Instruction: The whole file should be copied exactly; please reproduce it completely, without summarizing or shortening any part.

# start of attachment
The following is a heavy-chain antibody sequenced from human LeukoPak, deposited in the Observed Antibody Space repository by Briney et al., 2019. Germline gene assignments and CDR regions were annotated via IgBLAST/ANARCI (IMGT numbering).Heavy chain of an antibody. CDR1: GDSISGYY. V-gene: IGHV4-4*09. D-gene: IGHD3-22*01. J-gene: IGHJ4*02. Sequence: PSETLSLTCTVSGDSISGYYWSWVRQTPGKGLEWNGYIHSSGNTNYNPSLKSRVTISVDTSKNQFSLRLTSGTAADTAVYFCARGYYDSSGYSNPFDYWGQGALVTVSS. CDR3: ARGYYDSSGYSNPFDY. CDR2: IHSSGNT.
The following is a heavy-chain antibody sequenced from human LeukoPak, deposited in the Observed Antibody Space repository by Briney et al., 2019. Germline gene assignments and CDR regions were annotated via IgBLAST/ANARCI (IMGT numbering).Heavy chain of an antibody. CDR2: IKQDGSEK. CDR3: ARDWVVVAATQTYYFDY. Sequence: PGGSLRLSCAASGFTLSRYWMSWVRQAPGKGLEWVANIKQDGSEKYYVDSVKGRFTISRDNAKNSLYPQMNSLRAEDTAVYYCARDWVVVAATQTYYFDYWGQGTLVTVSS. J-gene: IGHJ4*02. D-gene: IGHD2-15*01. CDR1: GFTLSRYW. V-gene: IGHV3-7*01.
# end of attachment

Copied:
The following is a heavy-chain antibody sequenced from human LeukoPak, deposited in the Observed Antibody Space repository by Briney et al., 2019. Germline gene assignments and CDR regions were annotated via IgBLAST/ANARCI (IMGT numbering).Heavy chain of an antibody. CDR1: GDSISGYY. V-gene: IGHV4-4*09. D-gene: IGHD3-22*01. J-gene: IGHJ4*02. Sequence: PSETLSLTCTVSGDSISGYYWSWVRQTPGKGLEWNGYIHSSGNTNYNPSLKSRVTISVDTSKNQFSLRLTSGTAADTAVYFCARGYYDSSGYSNPFDYWGQGALVTVSS. CDR3: ARGYYDSSGYSNPFDY. CDR2: IHSSGNT.
The following is a heavy-chain antibody sequenced from human LeukoPak, deposited in the Observed Antibody Space repository by Briney et al., 2019. Germline gene assignments and CDR regions were annotated via IgBLAST/ANARCI (IMGT numbering).Heavy chain of an antibody. CDR2: IKQDGSEK. CDR3: ARDWVVVAATQTYYFDY. Sequence: PGGSLRLSCAASGFTLSRYWMSWVRQAPGKGLEWVANIKQDGSEKYYVDSVKGRFTISRDNAKNSLYPQMNSLRAEDTAVYYCARDWVVVAATQTYYFDYWGQGTLVTVSS. J-gene: IGHJ4*02. D-gene: IGHD2-15*01. CDR1: GFTLSRYW. V-gene: IGHV3-7*01.